Thursday, March 26, 2015

The Alkmaar Trip: From Callantsoog Down the North Sea Coast

As you recall, this was a seize-the-weather over-nighter to see Alkmaar (last post) and then spend the night in Callantsoog, before heading back south along the coast towards home the next day. 

Once again, here's the map of North Holland province to get your bearings.
As you see, Callantsoog is right on the North Sea, a tourist town.

After settling into our hotel, we went off to the beach before it got too dark.
It was very cold and windy, just like you'd expect Dutch weather to be on the coast in March.

Eline (PT) had told me to not walk in the sand because it'd wreak havoc on my knee.
So I was a good girl and watched Astrid do her shenanigans.

The next morning we drove to see the iconic Reformed church in the center of town...

...before heading out on our way south along the coast.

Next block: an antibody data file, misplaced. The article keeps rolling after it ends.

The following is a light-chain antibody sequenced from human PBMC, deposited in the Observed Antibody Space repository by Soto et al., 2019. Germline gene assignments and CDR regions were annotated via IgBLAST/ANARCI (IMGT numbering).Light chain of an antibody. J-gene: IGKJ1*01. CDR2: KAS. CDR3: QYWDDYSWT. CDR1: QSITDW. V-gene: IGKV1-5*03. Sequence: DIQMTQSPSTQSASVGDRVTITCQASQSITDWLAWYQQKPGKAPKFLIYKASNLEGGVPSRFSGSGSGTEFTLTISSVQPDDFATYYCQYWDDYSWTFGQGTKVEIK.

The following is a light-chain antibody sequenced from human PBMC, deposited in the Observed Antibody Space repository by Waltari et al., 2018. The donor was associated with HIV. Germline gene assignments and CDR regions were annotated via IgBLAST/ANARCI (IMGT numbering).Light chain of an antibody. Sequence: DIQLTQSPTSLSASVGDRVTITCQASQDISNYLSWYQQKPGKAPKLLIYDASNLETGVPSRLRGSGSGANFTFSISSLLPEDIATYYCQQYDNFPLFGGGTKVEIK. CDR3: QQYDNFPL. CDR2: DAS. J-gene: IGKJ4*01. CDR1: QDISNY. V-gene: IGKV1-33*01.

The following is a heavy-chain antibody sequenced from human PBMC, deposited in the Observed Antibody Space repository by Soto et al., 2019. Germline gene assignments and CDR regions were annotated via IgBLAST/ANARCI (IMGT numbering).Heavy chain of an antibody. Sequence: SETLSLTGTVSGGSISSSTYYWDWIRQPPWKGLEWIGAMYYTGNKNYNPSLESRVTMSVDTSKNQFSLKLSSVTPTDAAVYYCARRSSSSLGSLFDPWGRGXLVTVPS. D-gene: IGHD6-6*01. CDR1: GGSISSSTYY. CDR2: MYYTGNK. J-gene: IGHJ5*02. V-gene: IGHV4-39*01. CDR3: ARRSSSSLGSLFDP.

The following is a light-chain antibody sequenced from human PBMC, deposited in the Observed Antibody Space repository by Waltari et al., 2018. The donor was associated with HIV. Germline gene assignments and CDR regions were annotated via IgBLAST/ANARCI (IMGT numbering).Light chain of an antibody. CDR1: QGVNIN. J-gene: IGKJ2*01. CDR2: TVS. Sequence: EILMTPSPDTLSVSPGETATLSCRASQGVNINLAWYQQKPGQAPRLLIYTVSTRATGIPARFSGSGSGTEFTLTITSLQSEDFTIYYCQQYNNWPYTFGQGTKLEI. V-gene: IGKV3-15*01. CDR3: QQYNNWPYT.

Lucky for us to see these Scottish Highlander beauties basking in the morning sun.

Ten miles later we arrived in Camperduin, where Astrid spent many camping days as a child.
It was almost 50 years ago when she was last there with her family, so a lot had changed.
The Kies Voor Water (Choose for Water) was a voting prop for recent Dutch elections.

Nearby the campground, we drove into the town of Schoorl to see the sand dune
where Astrid and her brother spent hours climbing up and rolling down.
Anything idyllic along the way, like this wee church, got captured.

 Did I mention that North Holland is tulip-bulb country?
At this time all the bulbs are still underground, getting ready to be harvested for sale.
Tulip bulbs are sold all over the world from these fields.  Maybe you have some in your own yard?!
Some of the fields will grow the bulbs to full bloom within a month from now.
Maybe we'll go back to see them.....

Our last destination of the trip was Egmond aan Zee to see the lighthouse.
As we walked through town, we had fun seeing all the boats...on dry land.
The housewife of the two windows said every time they travel,
they collect another boat for their window displays.

At the end of her street, there it was:  the J.C.J. van Speijk Lighthouse
We don't see many lighthouses in the Netherlands, so this was a treat not to be missed.